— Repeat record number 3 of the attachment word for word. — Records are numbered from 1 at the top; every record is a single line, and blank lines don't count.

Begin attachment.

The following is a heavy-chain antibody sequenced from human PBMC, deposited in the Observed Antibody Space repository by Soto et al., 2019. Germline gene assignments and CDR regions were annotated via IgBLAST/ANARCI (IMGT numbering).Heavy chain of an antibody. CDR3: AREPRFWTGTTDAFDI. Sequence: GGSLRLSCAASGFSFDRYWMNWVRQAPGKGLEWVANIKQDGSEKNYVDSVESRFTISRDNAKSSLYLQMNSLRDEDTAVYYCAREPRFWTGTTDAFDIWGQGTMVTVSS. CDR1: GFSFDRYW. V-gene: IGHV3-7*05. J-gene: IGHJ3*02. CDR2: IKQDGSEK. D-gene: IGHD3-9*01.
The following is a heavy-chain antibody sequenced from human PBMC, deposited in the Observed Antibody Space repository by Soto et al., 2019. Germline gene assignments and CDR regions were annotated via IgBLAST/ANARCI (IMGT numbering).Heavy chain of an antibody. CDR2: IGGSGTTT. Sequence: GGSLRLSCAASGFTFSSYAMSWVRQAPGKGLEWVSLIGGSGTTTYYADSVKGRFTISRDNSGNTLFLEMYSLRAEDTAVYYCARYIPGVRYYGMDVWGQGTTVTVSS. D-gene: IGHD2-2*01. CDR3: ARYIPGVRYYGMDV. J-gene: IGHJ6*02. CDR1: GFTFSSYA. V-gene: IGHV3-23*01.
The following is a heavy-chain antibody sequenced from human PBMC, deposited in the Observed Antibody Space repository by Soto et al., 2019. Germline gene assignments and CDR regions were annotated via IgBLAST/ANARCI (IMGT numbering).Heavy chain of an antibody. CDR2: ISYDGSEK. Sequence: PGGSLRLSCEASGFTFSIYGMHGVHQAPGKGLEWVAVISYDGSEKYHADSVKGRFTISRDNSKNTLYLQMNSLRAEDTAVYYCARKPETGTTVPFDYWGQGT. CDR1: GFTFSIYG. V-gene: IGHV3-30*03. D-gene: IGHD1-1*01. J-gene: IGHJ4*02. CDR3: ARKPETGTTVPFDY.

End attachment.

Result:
The following is a heavy-chain antibody sequenced from human PBMC, deposited in the Observed Antibody Space repository by Soto et al., 2019. Germline gene assignments and CDR regions were annotated via IgBLAST/ANARCI (IMGT numbering).Heavy chain of an antibody. CDR2: ISYDGSEK. Sequence: PGGSLRLSCEASGFTFSIYGMHGVHQAPGKGLEWVAVISYDGSEKYHADSVKGRFTISRDNSKNTLYLQMNSLRAEDTAVYYCARKPETGTTVPFDYWGQGT. CDR1: GFTFSIYG. V-gene: IGHV3-30*03. D-gene: IGHD1-1*01. J-gene: IGHJ4*02. CDR3: ARKPETGTTVPFDY.